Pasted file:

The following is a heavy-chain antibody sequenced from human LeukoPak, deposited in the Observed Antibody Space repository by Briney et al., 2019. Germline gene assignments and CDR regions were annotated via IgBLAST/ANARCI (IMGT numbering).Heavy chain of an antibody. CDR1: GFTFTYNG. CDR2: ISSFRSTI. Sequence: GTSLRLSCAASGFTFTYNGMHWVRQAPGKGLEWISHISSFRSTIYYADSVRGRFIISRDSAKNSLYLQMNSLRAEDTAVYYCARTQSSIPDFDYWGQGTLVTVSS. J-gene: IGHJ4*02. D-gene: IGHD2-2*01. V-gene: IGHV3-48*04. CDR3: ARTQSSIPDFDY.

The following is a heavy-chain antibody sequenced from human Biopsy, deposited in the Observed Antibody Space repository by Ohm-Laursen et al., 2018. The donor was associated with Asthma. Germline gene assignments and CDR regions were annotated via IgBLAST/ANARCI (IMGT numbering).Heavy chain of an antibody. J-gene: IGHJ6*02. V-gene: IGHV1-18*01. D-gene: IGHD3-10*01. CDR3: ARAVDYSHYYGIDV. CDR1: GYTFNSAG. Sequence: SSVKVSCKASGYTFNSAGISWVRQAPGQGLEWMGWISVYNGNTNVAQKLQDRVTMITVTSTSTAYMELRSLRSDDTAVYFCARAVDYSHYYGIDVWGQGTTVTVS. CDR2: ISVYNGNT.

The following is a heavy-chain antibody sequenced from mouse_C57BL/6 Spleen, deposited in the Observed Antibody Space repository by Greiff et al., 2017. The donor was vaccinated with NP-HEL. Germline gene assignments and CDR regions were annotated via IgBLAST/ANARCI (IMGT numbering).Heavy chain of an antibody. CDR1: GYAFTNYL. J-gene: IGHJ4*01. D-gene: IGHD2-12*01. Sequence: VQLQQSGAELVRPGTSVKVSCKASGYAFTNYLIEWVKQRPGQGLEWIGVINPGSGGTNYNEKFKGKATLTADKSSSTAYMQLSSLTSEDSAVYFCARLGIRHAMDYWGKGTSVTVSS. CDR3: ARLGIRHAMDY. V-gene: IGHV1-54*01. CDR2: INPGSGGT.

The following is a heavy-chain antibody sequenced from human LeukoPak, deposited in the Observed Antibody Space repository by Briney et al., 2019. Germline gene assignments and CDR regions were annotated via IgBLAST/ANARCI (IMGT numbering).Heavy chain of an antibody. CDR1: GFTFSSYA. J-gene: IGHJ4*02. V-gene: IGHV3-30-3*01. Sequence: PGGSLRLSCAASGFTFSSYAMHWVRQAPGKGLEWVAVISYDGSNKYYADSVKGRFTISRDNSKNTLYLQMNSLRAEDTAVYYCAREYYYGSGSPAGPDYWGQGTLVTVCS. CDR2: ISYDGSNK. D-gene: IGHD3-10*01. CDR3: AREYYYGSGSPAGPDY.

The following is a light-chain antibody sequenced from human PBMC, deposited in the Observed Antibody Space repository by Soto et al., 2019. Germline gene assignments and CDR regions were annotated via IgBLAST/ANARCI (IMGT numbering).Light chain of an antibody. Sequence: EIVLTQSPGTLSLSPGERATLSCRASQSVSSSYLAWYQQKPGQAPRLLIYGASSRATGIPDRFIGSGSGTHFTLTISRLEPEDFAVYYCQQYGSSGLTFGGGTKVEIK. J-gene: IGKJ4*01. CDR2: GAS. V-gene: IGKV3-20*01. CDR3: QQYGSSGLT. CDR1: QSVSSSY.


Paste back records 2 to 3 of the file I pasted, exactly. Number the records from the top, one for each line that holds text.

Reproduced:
The following is a heavy-chain antibody sequenced from human Biopsy, deposited in the Observed Antibody Space repository by Ohm-Laursen et al., 2018. The donor was associated with Asthma. Germline gene assignments and CDR regions were annotated via IgBLAST/ANARCI (IMGT numbering).Heavy chain of an antibody. J-gene: IGHJ6*02. V-gene: IGHV1-18*01. D-gene: IGHD3-10*01. CDR3: ARAVDYSHYYGIDV. CDR1: GYTFNSAG. Sequence: SSVKVSCKASGYTFNSAGISWVRQAPGQGLEWMGWISVYNGNTNVAQKLQDRVTMITVTSTSTAYMELRSLRSDDTAVYFCARAVDYSHYYGIDVWGQGTTVTVS. CDR2: ISVYNGNT.

The following is a heavy-chain antibody sequenced from mouse_C57BL/6 Spleen, deposited in the Observed Antibody Space repository by Greiff et al., 2017. The donor was vaccinated with NP-HEL. Germline gene assignments and CDR regions were annotated via IgBLAST/ANARCI (IMGT numbering).Heavy chain of an antibody. CDR1: GYAFTNYL. J-gene: IGHJ4*01. D-gene: IGHD2-12*01. Sequence: VQLQQSGAELVRPGTSVKVSCKASGYAFTNYLIEWVKQRPGQGLEWIGVINPGSGGTNYNEKFKGKATLTADKSSSTAYMQLSSLTSEDSAVYFCARLGIRHAMDYWGKGTSVTVSS. CDR3: ARLGIRHAMDY. V-gene: IGHV1-54*01. CDR2: INPGSGGT.